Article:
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Respite programs entertain guests, give caregivers a needed break

By Scott Scanlon

Refresh Editor

Paulette Hotchkiss and Carol Diana can’t help thinking back on departed loved ones as they go about their mission the first Wednesday of every month at Trinity Old Lutheran Church.

The two women are among a growing number of volunteers who tend to those with dementia a few hours a month so their caregivers can get a needed break.

“I just thought this was a good way of giving back, helping other people,” said Hotchkiss, of the Town of Tonawanda, who helped care for her father-in-law, Richard Hotchkiss, and mother, Pauline Mohr, as they struggled in recent years with similar conditions. Diana was the principal caregiver for her husband, Richard, who died two years ago at age 86.

The Alzheimer’s Association of Western New York trained volunteers for the Old Trinity program, in Amherst, before it began in November 2014. For three or four hours each month, caregivers of those who have some form of dementia can drop off their loved one for activities that include sing-alongs, crafts, chair yoga, pet therapy and lunch. Every guest who plays Bingo wins, and each gets a small, donated prize.

These are social, not medical, respite programs. Guests need not be ambulatory, but must be able to use the restroom with little assistance, and volunteers can’t dispense medications.

Eight such programs exist across Erie County. All are free. Half started within the last four months and another is planned for next spring in Lockport, said Rachel Rotach, program director for the regional Alzheimer’s Association chapter. The chapter looks to reach out next year to offices for the aging in other outlying counties about prospects for similar programs.

The chapter had a respite program but found that religious organizations work better.

Churches and community centers and spaces work well, Rotach said, because they have a caring group of would-be volunteers, enough space for guests, and kitchens to provide meals. The association has helped set up the programs with grants from Erie County Senior Services.

“For a while it seemed we were just going to have one client with us,” said Sue Wloch (pronounced “Lock”), Trinity programing minister and respite program coordinator. “We ended up with three the first time. We now have nine people registered and seven on a waiting list. Our biggest need is more volunteers.”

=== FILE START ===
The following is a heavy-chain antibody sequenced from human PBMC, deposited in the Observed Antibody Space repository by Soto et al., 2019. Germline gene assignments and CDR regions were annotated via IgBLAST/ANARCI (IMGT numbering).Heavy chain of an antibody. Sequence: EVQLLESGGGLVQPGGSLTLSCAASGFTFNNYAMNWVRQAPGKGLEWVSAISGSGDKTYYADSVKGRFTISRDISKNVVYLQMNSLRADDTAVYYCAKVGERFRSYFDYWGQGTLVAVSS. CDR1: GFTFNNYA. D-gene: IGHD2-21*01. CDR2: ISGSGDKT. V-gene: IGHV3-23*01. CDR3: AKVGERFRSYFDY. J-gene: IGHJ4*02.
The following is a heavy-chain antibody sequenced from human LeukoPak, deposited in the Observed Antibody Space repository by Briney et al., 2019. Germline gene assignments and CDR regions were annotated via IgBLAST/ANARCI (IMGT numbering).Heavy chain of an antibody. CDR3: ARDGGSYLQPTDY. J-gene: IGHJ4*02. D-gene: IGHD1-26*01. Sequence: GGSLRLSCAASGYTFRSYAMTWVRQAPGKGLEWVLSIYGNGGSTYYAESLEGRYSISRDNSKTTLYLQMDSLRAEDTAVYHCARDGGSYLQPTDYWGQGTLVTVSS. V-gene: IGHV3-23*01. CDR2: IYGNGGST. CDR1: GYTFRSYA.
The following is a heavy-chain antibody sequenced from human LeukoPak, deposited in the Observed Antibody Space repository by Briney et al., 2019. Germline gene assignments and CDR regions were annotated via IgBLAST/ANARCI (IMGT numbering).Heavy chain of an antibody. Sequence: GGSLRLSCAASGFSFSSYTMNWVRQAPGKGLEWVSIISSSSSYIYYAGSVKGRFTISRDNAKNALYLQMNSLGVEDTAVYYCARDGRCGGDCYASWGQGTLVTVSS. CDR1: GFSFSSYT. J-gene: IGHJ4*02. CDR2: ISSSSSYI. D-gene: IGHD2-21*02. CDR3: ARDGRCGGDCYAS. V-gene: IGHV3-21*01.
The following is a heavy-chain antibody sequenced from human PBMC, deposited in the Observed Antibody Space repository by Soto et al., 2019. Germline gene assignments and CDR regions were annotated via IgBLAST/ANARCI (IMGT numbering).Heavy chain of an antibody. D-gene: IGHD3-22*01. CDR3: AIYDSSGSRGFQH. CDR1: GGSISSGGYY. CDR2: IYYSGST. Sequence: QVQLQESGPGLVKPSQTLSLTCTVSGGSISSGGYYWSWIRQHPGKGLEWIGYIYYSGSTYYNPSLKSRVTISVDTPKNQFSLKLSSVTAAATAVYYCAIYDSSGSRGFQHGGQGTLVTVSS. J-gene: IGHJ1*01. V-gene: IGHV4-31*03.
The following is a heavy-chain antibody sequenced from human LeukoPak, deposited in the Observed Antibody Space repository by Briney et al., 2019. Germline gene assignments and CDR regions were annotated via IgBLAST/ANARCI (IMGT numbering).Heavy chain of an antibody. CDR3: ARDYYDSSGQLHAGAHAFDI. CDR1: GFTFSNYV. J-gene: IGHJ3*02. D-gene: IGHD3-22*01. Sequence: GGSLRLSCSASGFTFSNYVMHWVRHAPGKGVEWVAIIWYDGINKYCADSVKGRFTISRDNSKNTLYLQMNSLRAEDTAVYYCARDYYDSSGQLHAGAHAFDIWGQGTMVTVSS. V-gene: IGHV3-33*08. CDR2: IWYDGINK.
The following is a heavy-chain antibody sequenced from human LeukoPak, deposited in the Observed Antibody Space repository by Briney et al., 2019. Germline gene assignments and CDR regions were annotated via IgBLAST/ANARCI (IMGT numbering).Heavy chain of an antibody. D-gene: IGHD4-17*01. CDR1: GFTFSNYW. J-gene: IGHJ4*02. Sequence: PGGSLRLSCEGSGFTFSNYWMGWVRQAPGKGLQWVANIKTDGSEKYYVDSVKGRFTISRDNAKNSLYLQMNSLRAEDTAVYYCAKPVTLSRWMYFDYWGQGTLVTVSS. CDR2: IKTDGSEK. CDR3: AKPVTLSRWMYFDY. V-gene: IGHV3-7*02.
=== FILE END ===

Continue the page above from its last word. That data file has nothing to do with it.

Hotchkiss and Diana are the only two of about 15 volunteers who have lost loved ones to dementia-related causes, Wloch said. Not all volunteers attend the church, she said, and those served by the program come from various denominations and faiths.

“All of us are very committed to the program and realize the benefit,” she said. “I can’t tell you how it makes us feel when we see one of our clients smile. They’re enjoying themselves. And for us to be able to give caregivers a break – I can’t imagine what it’s like for them to be going through this experience – is a wonderful thing.”

As their husbands mingle, the caregivers look forward to a few hours for themselves to shop, run errands or relax. They and other caregivers – several of whom attend Alzheimer’s support groups together – also sometimes spend some of the time at lunch together in a diner nearby as they compare stories and caregiving strategies.

“The volunteers are wonderful, caring people and we thank them for it,” said Kathleen Warner, of Lancaster, whose husband was among the first to sign on to the program. “It’s a downward spiral if you just keep feeling down. Love has a whole new meaning, and it’s good. I’m thanking God for the years we’ve had together, and the nine grandchildren.”

Even the most quiet of respite guests appreciate the activities – and the food.

“What’s not to enjoy?” said guest Tom Sprankle, dressed in slacks, pressed shirt and a Christmas tie.

Sprankle led a birthday song for another guest – and was among those to encourage The Buffalo News Refresh editor to eat a cupcake after he politely declined.

“We won’t tell if you won’t,” he said. “What happens here stays here.”


Related: Find specific information on all eight Erie County respite programs in the Family section of the Refresh Calendar, Page 15

On the Web: See a photo gallery of the Trinity Old Lutheran respite program at